Marvel has dominated the 2010’s thanks primarily to the Marvel Cinematic Universe. That success has had little translation into the realm of video games until the last five years. Since then we have seen 2018’s Spider-Man, 2020’s Avengers, and this year, Marvel Snap. What seems like a standard mobile game with numerous gacha mechanics and monetization actually stands as an excellent deckbuilding game.
It might not be the absolute game of the year, but it deserves to be a part of that conversation.
Marvel Snap Nails its Gameplay Loop
Like many of the best games, Marvel Snap has a very simple gameplay loop. A single game lasts six rounds, and is played on a board that is split into three sections. Your goal is to earn the most points in at least two of those three sections. To earn points, you lay down Marvel superhero-themed cards in one of the three sections.
Each section rotates through a variety of Marvel locations each of which comes with its own effect. Likewise, many cards you play also have effects that range from boosting your card’s power level to changing the section’s effect. Each turn, you get an additional cost point to spend on a card to play from your hand.
Since games are only six rounds, they go by in less than five minutes each. Normally, for mobile games, here is where the game would force you to spend money to play more rounds, but Marvel Snap avoids this trap entirely. You can simply play to your heart’s content.
Marvel Snap makes it easy to keep playing even when you do not have any objectives to do (see below). The constant variety of locations ensures you rarely play in the same combination of three locations multiple times, and collecting and upgrading cards scratch the same itch that Pokémon does. Given that the game has well over 200 cards, it is not hard to see why.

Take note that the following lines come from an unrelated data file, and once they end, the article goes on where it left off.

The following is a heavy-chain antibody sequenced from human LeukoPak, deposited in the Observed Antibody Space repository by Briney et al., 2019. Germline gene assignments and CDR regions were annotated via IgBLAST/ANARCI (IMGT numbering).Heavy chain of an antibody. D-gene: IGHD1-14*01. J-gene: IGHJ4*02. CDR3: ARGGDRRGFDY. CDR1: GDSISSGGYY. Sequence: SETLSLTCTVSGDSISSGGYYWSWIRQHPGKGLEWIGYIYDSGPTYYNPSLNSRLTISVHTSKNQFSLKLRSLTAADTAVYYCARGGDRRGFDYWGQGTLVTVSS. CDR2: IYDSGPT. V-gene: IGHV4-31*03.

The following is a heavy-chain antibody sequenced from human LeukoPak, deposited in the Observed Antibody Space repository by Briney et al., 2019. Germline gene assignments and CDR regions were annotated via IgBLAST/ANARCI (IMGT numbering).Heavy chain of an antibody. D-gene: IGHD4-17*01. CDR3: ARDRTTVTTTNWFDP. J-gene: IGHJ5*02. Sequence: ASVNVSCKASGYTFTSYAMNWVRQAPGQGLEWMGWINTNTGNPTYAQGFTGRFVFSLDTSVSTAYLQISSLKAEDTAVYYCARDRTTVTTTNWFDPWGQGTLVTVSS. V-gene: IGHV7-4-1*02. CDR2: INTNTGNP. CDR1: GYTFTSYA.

Marvel Snap’s variety in gameplay and rewards ensures that players keep jumping in to perfect their decks.
The Monetization Is Not Forced in Marvel Snap
Where so many mobile games shove microtransactions and surprise payment scenarios upon their players, Marvel Snap only presents them. Yes, there is a currency that you can pay to get with real-world money, but it is doled out generously when you complete challenges for the Season Pass and Collection Level ladder.
Speaking of, yes, there is a time-gated season pass, but nearly half of the fifty-level rewards are free. After you complete those levels, you will earn a “Season Cache” filled with in-game currencies every time you level up the season pass. These caches rarely have a new card itself, which is a bit disappointing. They do however give you funds to continue improving your cards.
Upgrading Cards Leads to Flashy Decks
To build out your card collection, you need to upgrade your cards. Every card starts at the “common” level with a grey frame, which levels through six different levels of rarity. When you upgrade your card, you progress up the Collection Level ladder and unlock a new card every so often.
Those new cards compromise each of Marvel Snap’s “Card Pools” where certain cards are found in specific Collection Level ranges. For example, Pool One includes cards like Iron Man and Bishop that unlock from Collection Levels 18 – 214. Your Collection Level never maxes out, as it is primarily a reward system for supporting your card upgrades.